By Ray Hanania
Southwest News-Herald Friday April 19, 2013
But are they really calm?
This year marks the 30th anniversary of the election of Chicago’s first black mayor, Harold Washington. Many see that as a beginning of a new era for Chicago politics and for African Americans, but it wasn’t the first push for power by a black politician.
The first push for power was when Ald. Wilson Frost made a push to serve as acting mayor. He was the President Pro Tempore of the Chicago City Council, a position given to him to appease black voters, who were a growing core of the Machine vote. The “President Pro Tempore” literally means “for the time being” in Latin and is a title given to the person who takes the place of the council president, in this case, Daley.
Frost declared himself Chicago’s Acting Mayor and technically he was correct, making him Chicago’s first African American to serve in the position. But Chicago was still a very racial city in 1976 and 1977, and Daley’s Irish political survivors did all they could to keep Frost out, locking the doors to the mayor’s office, claiming they couldn’t find the keys.
They finally did find the keys two days later and put them in the hands of Finance Committee Chairman and Ald. Michael A. Bilandic, who two years later lost his bid for election to a former Daley aide, Commissioner Jane M. Byrne. I was there at his precinct captain rally at the Bismarck Hotel, where he compared himself to Jesus Christ and the besieged Shah of Iran Reza Pahlavi, who was being ousted by protesters in the Middle East.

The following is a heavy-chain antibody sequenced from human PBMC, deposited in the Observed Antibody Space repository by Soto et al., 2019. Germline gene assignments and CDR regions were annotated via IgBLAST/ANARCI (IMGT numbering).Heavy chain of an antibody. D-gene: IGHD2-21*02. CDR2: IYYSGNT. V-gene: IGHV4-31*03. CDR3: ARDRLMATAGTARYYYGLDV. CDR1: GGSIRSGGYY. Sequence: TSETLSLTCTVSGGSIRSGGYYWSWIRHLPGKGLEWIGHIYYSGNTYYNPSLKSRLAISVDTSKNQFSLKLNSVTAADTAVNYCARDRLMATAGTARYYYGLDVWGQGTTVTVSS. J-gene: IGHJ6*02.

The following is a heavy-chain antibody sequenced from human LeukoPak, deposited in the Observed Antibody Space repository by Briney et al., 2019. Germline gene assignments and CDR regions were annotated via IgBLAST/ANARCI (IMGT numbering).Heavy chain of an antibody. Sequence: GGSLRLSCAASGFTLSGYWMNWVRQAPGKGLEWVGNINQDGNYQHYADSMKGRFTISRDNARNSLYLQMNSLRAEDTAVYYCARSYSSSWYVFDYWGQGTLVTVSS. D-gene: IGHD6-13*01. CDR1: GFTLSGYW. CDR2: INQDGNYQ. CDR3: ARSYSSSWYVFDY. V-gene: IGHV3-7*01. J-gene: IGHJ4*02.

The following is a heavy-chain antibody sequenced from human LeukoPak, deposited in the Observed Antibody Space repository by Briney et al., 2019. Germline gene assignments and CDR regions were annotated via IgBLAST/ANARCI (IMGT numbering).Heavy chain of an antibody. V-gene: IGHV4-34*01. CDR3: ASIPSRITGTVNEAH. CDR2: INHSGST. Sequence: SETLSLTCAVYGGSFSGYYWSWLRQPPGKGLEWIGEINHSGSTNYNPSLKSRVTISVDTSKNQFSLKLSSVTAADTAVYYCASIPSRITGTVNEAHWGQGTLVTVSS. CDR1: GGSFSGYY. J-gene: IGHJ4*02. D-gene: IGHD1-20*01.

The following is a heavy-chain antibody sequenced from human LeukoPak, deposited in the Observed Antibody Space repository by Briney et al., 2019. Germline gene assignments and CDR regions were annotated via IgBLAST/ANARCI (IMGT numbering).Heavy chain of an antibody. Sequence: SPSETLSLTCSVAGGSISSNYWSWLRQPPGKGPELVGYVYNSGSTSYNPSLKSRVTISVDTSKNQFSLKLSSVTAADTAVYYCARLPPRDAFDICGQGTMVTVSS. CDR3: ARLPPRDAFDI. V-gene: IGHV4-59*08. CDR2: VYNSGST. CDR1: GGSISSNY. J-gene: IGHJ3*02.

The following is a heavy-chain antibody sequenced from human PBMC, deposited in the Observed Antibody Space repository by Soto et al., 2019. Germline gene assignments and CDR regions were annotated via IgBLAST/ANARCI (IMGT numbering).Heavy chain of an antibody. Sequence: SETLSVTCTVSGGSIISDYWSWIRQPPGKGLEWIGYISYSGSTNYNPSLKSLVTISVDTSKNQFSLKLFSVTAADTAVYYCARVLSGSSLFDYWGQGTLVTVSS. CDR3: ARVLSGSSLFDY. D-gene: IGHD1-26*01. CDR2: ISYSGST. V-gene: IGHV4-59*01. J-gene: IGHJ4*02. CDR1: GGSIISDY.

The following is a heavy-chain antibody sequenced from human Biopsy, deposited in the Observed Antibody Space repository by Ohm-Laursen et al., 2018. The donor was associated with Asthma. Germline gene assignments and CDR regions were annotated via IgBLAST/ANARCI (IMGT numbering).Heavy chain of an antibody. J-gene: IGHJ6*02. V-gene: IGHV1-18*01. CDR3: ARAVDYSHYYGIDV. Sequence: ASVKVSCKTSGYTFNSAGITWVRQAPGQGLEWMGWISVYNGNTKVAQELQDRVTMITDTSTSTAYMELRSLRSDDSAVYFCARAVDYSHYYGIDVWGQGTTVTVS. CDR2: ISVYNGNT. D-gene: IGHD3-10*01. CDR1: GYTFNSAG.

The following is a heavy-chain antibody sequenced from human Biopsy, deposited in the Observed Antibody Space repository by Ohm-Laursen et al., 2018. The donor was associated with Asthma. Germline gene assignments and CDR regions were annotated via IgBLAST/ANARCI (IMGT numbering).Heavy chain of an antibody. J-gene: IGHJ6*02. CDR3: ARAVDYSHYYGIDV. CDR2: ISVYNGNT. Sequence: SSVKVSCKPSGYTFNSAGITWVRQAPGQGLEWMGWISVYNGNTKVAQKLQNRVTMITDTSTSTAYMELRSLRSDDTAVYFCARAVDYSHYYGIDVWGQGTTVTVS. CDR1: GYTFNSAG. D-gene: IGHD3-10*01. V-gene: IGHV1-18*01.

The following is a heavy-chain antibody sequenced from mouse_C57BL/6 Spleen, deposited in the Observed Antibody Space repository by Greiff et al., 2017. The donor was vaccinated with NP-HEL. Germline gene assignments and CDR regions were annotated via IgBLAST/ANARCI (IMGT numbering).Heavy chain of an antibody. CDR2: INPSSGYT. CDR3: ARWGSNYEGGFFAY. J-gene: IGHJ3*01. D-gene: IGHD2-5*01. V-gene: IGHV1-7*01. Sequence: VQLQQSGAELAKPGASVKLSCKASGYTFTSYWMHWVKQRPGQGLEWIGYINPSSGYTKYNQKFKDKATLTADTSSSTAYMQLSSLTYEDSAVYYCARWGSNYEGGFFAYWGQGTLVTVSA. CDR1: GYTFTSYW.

Many people blamed Bilandic’s inept management of Chicago and the snow for his election loss to Byrne in February 1979, but in reality, Byrne won because black voters had not forgotten how Bilandic had stolen the job from Frost.
And they did not forget four years later after Byrne had snubbed them by appointing two avowed school segregationists to the School Board to strengthen her white vote in areas controlled by her new rival, the Boss’s son, Richard M. Daley.
Byrne made the younger Daley a martyr by attacking him after she dumped him and his allies as her “reform” floor leaders in the City Council. She cut her deal with Ed Vrdolyak and the “cabal of evil men” she had campaigned against, less than four months after she was sworn into office.
Washington fought an ugly campaign driven by Vrdolyak’s racism and the so-called “Vrdolyak 29” for four years until finally winning his second term in 1987. That fall, he died of a heart attack at Thanksgiving, blunting the inevitable rise of African American politics.
What happens in Chicago happens in the suburbs. Washington’s victory gave rise to minority candidacies rising in the suburbs. But his death muted those voices. Minority candidacies have never reached their pinnacle.
Now, 30 years later, Chicago remains a financial over-taxed mess plagued by street gang violence and a horrific crime wave.
Hope is a legacy that sometimes brings disappointment.
(Ray Hanania is an award winning columnist. You may reach him atwww.TheMediaOasis.com or on Twitter at @rayhanania)
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